We initially note that Defendant brings the instant Motion two and a half years after the filing of Plaintiff's complaint. Although it would have been in the interest of judicial economy had the instant Motion been filed in a more timely manner, the Federal Rules of Civil Procedure permit a litigant to challenge subject matter jurisdiction at any point during litigation.*fn5 Therefore, it is notable that the imprudent delay is inconsequential to the ultimate disposition of the instant Motion.

The Motion presents an interesting issue for resolution; namely, the extent to which the FTCA waives the sovereign immunity of the federal government. The FTCA waives federal sovereign immunity for monetary claims "for injury or loss of property . . . caused by the negligent or wrongful act of omission of any employee of the Government while acting within the scope of his office or employment." 28 U.S.C. §§ 2671 et seq. (2006). Although broad, this waiver is not plenary. Congress preserved sovereign immunity with regard to, among other things, "any claim arising in the respect of the . . . detention of any goods, merchandise, or other property by any officer of customs or excise or any law enforcement officer." 28 U.S.C. § 2680(c) (2006) ("§ 2680(c)"). The only exception to this retention of sovereign immunity arises in the context of asset forfeiture, 28 U.S.C. § 2680 (c)(1)-(4) (2006), which is a circumstance not presently at issue.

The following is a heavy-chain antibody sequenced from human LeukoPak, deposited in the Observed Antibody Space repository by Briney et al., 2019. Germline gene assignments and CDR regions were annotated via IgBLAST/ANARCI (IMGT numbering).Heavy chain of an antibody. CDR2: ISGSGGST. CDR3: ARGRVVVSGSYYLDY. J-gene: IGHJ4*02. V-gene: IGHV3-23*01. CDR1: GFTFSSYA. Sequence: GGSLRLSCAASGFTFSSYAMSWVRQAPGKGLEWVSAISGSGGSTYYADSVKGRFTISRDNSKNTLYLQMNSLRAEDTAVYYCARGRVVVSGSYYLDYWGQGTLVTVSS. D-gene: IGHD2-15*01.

In regards to 28 U.S.C. § 2680(c), the issue of semantics is one that courts have historically been forced to resolve during the course of adjudication, and it is a task that this Court cannot escape. Defendant is correct in asserting that courts have broadly interpreted the phrase "arising in respect of . . . detention of any goods, merchandise, or other property" to include claims relating to the negligent handling, storage, loss, or destruction of detained property. See Kosak v. U.S., 465 U.S. 848, 854 (1983); Adeleke v. United States, 355 F.3d 144 (4th Cir. 2004); Cheney v. U.S., 972 F.2d 247, 248 (8th Cir. 1992); U.S. v. Chambers, 92 F. Supp. 2d 396, 401 (D.N.J. 2000); Haughton v. F.B.I., 1999 WL 1133346 *6 (S.D.N.Y. 1999). "Goods" have been defined as "every species of personal property." U.S. v. Greer, 2002 WL 31643018 *2-3 (D. Kan. 2002) (quoting Black's Law Dictionary, 694 (6th ed. 1991)).

Although there have been judicial disagreements regarding the scope of the phrase "law enforcement officers," courts in the Third Circuit have construed this phrase to include federal officers who are not engaged in activities related to customs or excise.*fn6 Schreiber v. U.S., 1997 WL 563338 *7 (S.D.N.Y. 1997); Garnay, Inc. v. M/V Lindo Maersk, 816 F.Supp. 888, 897 (S.D.N.Y. 1993); Rufu v. U.S., 876 F.Supp. 400, 403-406 (E.D.N.Y. 1994). In Schreiber, the Southern District of New York explained that its extension of § 2680(c) to law enforcement officers not involved in customs or excise activities was based on the conclusion that such an interpretation of the statute was consistent with Congress' objectives in creating exceptions to the FTCA.*fn7 We agree with this conclusion and the corresponding extension of § 2680(c) to law enforcement officers not involved in customs or excise activities. The resolution of these semantic issues allows us to address the merits of the instant Motion.

A. Presentment of Claim Under the FTCA